Another example is a host running validating security aware DNS
   resolver.

   The knowledge of IPv6 address synthetization taking place may also be
   useful if DNS64 and NAT64 are present in dual-stack enabled access
   network.  In such cases hosts may choose to prefer IPv4 in order to
   avoid traversal through protocol translators.

   The described method is intented for the scenarios where network
   assisted NAT64 and prefix discovery solutions are not available.


2.  Requirements and Terminology

2.1.  Requirements

   The key words "MUST", "MUST NOT", "REQUIRED", "SHALL", "SHALL NOT",
   "SHOULD", "SHOULD NOT", "RECOMMENDED", "MAY", and "OPTIONAL" in this
   document are to be interpreted as described in [RFC2119].







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2.2.  Terminology

   Well-Known IPv4-only Name: a fully qualified domain name well-known
   to have only A record.

   Well-Known IPv4 Address: an IPv4 address that is well-known and
   mapped to the well-known name.


3.  Host behavior

   A host requiring information about presence of NAT64 and the IPv6
   prefix used for protocol translation shall send a DNS query for AAAA
   records of a known IPv4-only fully qualified domain name.  This may
   happen, for example, at the moment the host is configured an IPv6
   address of a DNS server.  This may also happen at the time when first
   DNS query for AAAA record is initiated.  The host may perform this
   check in both IPv6-only and dual-stack access networks.

   When sending AAAA query for the known name a host MUST set "Checking
   Disabled (CD)" bit to zero, as otherwise the DNS64 will not perform
   IPv6 address synthesis hence does not reveal the IPv6 prefix(es) used
   for protocol translation.

   A DNS reply with one or more non-empty AAAA records indicates that
   the access network is utilizing IPv6 address synthesis.  A host MUST
   look through all of the received AAAA records to collect all
   available prefixes.  The prefixes may include Well-Known Prefix or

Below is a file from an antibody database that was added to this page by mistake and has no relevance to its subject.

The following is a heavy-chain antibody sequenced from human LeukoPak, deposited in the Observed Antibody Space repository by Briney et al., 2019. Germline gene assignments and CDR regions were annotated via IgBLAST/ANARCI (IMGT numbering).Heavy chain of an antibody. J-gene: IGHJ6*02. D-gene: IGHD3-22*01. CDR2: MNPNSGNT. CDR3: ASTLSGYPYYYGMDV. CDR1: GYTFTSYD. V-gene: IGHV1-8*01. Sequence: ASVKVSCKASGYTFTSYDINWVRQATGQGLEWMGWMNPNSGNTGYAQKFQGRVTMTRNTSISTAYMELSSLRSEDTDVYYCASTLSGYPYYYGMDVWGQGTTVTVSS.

one or more Network-Specific Prefixes.  In the case of NSPs the host
   SHALL search for the IPv4 address inside of the received IPv6
   addresses to determine used address format.

   An IPv4 address inside synthesized IPv6 address should be found at
   some of the locations described in [RFC6052].  If the searched IPv4
   address is not found on any of the standard locations the network
   must be using different formatting.  In such case the host may try to
   find out the IPv4 address at some other location.

   The host should ensure a 32-bit IPv4 address value is present only
   once in an IPv6 address.  In case another instance of the value is
   found inside the IPv6, the host shall repeat the search with another
   IPv4 address.

   In the case only one IPv6 prefix was present in the DNS response: a
   host shall use that IPv6 prefix for both local synthetization and for
   detecting synthesis done by the DNS64 entity on the network.

   In the case multiple IPv6 prefixes were present in the DNS response:



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   a host SHOULD use all received prefixes when determining whether
   other received IPv6 addresses are synthetic.  However, for selecting
   prefix for the local IPv6 address synthesis host MUST use the
   following prioritization order, of which purpose is to avoid use of
   prefixes containing suffixes reserved for the future [RFC6052]:

   1.  Use NSP having /96 prefix

   2.  Use WKP prefix

   3.  Use longest available NSP prefix

   In the case of NXDOMAIN or empty AAAA reply: the DNS64 is not
   available on the access network, network filtered the well-known
   query on purpose, or something went wrong in the DNS resolution.  All
   unsuccesful cases result in unavailability of a host to perform local
   IPv6 address synthesis.  The host MAY periodically resend AAAA query
   to check if DNS64 has become available or temporary problem cleared.
   The host MAY perform A query for the well-known name to learn whether
   the service is available at all (see section 6 about Exit Strategy).
   The host MAY also continue monitoring DNS replies with IPv6 addresses
   constructed from WKP, in which case the host MAY use the WKP as if it
   were learned during the query for well-known name.

   To save Internet's resources, if possible, a host should perform
   NAT64 discovery only when needed (e.g. when local synthesis is
   required, cached reply timeouts, new network interface is started,
   and so forth.  Furthermore, the host SHOULD cache the replies it
   receives and honor TTLs.

3.1.  Connectivity test

   After the host has obtained a candidate prefix and format for the
   IPv6 address synthesis it may locally synthesize an IPv6 address, by
   using a publicly routable IPv4 address, and test connectivity with
   the resulting IPv6 address.  The connectivity test may be conducted
   e.g. with ICMPv6 or with a transport layer protocol.

   This connectivity test ensures local address synthetization results